Nanaimo passenger ferry group seeks city tax breaks

A group that wants to run a foot passenger ferry service between downtown Vancouver and Nanaimo says it needs millions of dollars worth of tax breaks from Nanaimo to make it work.

Business group seeks five-year tax holiday to get project up and running

A group that wants to run a foot passenger ferry service between downtown Vancouver and Nanaimo says it needs millions of dollars worth of tax breaks from Nanaimo to make it work.         

Victoria businessman David Marshall told city council last night that although Island Ferry Services is still looking for investors, it still hopes to have a foot passenger catamaran ferry service running by next spring.

The company plans to run a minimum of three daily round trip sailings to downtown Vancouver.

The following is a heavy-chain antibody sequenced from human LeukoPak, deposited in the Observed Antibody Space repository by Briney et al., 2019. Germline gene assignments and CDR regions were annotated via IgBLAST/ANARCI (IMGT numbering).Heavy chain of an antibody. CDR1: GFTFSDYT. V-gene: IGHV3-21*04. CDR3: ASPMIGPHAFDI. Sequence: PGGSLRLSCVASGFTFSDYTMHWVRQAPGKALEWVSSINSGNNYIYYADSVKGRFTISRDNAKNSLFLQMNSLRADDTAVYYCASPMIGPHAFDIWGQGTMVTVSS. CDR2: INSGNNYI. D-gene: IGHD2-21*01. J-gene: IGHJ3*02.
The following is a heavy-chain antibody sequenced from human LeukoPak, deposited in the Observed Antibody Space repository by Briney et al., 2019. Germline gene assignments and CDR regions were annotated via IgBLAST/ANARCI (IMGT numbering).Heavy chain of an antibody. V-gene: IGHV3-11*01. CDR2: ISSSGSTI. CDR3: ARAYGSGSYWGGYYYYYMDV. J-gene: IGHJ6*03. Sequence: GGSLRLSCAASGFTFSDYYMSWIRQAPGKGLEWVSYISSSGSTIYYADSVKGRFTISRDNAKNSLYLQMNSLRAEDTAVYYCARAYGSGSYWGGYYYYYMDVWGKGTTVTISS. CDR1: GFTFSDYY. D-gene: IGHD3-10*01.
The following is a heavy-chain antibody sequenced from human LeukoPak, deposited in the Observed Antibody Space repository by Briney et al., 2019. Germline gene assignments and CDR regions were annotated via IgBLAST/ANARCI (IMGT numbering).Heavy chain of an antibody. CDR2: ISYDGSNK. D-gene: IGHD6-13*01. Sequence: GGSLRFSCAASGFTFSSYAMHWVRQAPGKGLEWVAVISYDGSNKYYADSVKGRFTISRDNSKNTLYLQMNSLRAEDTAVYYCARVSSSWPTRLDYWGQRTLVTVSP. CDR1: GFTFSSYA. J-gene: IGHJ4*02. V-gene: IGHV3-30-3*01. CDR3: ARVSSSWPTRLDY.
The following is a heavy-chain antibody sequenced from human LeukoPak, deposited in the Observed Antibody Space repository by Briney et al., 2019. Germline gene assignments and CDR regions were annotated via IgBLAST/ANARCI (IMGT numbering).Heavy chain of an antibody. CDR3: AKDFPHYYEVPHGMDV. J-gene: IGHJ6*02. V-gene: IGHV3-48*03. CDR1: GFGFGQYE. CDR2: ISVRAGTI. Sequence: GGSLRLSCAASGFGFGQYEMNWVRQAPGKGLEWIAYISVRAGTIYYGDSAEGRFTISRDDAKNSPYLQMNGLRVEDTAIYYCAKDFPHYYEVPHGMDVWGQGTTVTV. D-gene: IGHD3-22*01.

But to make it work financially, the company wants a five-year tax holiday from Nanaimo and it wants the city to pay for water and sewer services to the site.

In return, Nanaimo would receive a 25 cent tax per passenger and half the revenue from parking.

Former ferry operator optimistic

Nanaimo has seen three failed foot passenger ferry services in the past, but one city councillor who ran one of those ferry services in the late 90s that survived for only one year, thinks this ferry plan can work.

Counc. Bill McKay says this plan is more viable because the market has expanded and it would get help from the city before proceeding.

"What we're hoping this time is that we can give them the environment to prosper."

He says city staff will crunch the numbers while the politicians gauge public opinion.

"Now that we've got some nuts and bolts to it, we can start drilling down and finding out what these numbers actually look like and what they mean to the community."

Currently travellers between Nanaimo and Vancouver must use the BC Ferries service from Departure Bay to Horseshoe Bay in West Vancouver, or take a float plane between the downtown harbours.

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